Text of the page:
On November 4, 1990, Christopher Gray published an article in the New York Times in which he reconstructs the history of this site on Bleecker Street, attempting to unravel the enigma of a remarkable episode in the history of Spain and Spaniards in New York.
Gray explains that the two row houses at 144 and 146 Bleecker Street were built in 1832 before being taken over by restaurateur Placido Mori in 1883. Mori’s was a famous restaurant in the early decades of the twentieth century, but closed its doors in 1937. The building was apparently vacant between that date and 1944, when it was occupied by the “Free World House and a consortium of other organizations with names that suggest an anti-Fascist or pro-labor character.” Between 1962 and August of 1990, 144-46 Bleecker Street was the address of the legendary Bleecker Street Cinema, at which many New Yorkers received their first introduction to avant-garde and foreign films. Woody Allen, for example, was an assiduous spectator at the Bleecker Street Cinema. By the time Gray published his article in November of 1990, 144-146 Bleecker had become a gay porno movie house.
Gray writes of a stunning discovery made while preparing his article: “Running for some 25 feet along a fire exit corridor there are five framed, unsigned fresco panels five feet high. […] They are now graffitied and scarred, illuminated by a 15-watt purple bulb and accessible only through the fire exit…The frescoes show a menacing mix of helmeted soldiers and distraught civilians, perhaps refugees.”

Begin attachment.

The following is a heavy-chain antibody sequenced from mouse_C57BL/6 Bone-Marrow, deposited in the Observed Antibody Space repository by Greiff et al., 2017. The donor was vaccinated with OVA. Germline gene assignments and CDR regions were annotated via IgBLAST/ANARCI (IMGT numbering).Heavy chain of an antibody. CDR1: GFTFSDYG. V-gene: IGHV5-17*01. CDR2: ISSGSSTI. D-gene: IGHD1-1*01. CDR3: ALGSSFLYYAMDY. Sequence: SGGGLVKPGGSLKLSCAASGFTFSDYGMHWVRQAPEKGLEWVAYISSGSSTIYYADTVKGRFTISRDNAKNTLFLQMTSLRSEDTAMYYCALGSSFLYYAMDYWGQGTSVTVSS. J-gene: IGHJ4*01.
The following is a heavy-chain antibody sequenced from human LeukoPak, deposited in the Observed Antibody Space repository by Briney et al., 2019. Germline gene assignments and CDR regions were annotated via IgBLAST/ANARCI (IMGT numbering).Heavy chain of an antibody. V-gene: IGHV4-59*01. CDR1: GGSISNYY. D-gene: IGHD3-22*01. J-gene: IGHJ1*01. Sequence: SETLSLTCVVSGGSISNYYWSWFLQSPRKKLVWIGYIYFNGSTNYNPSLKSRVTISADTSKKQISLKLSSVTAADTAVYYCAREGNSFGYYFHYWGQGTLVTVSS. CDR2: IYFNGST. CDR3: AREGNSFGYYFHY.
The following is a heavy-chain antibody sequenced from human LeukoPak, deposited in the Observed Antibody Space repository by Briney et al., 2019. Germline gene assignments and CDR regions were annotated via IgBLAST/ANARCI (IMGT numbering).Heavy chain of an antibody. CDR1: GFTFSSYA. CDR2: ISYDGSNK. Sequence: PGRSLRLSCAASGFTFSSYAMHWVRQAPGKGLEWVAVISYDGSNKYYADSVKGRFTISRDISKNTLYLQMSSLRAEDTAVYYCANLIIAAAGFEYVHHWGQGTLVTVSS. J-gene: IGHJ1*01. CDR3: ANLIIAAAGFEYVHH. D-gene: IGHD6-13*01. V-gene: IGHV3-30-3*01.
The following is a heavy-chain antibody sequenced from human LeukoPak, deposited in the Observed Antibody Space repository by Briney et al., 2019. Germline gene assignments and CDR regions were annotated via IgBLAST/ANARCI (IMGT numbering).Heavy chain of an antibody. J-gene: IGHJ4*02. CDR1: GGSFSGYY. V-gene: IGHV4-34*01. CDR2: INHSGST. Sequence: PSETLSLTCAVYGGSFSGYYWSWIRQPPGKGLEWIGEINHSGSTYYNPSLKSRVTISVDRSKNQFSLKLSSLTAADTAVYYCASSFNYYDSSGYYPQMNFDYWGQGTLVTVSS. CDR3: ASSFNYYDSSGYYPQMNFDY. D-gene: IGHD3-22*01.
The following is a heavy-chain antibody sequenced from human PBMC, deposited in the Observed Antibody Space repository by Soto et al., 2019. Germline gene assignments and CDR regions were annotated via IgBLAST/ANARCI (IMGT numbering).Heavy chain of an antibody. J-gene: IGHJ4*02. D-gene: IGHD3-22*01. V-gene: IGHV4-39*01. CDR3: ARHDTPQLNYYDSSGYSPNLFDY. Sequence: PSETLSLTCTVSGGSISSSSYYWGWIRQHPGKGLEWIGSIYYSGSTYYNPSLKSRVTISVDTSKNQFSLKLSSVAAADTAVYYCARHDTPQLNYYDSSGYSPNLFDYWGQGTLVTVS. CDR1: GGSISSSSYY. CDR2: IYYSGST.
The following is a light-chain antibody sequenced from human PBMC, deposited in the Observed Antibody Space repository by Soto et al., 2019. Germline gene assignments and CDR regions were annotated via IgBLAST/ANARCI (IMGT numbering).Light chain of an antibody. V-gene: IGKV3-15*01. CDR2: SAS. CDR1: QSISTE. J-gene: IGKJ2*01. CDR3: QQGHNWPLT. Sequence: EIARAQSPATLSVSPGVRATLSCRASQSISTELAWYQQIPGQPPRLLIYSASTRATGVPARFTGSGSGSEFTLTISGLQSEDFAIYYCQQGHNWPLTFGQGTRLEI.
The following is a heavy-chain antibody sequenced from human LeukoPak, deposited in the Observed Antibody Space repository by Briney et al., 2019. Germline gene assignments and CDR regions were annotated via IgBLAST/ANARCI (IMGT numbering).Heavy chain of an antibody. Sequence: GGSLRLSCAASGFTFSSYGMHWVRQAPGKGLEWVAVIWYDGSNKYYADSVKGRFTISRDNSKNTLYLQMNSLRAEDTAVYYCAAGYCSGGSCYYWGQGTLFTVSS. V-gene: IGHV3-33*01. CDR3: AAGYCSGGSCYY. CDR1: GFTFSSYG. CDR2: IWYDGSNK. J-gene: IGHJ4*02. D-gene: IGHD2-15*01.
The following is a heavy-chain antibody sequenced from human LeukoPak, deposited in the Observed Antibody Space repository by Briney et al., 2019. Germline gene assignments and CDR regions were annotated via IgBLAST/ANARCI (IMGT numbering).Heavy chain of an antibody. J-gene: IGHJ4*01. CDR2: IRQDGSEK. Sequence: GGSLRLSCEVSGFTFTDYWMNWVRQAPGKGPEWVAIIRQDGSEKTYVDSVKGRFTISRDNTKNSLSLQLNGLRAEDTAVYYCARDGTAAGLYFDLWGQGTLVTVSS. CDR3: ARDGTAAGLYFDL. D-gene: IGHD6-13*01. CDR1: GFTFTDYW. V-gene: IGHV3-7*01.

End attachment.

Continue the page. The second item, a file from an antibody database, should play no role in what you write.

After some impressive detective work, and conversations with art historians, former tenants and owners of 144-146 Bleecker Street, Gray discovers that the mysterious frescoes are the work of the Spanish artist Luis Quintanilla, and that they had been commissioned by the Spanish Republic to be displayed in the Spanish Pavilion at the 1939 World’s Fair. Because of the fall of Spain’s Loyalist government, the frescoes never made it to the Fair Grounds at Flushing Meadows; they were exhibited in 1939 at a show sponsored by the Associated American Arts, but soon after, went missing. Quintanilla himself affirmed that the panels had been lost.
Gray concludes his 1990 article expressing the hope that the Spanish government might get involved in the recovery and restoration of these murals. Fast forward two decades: A 2010 Spanish documentary (Los otros Guernicas) and publication tell, with great detail, the happy ending of the story that had been cracked open twenty years earlier by Christopher Gray. After years of negotiations with the owner of 144-146 Bleecker, the University of Cantabria (the region in northern Spain in which Quintanilla was born) managed to purchase and restore the frescoes, and these “other Guernicas” are now on display in the atrium of one of the main buildings of the university.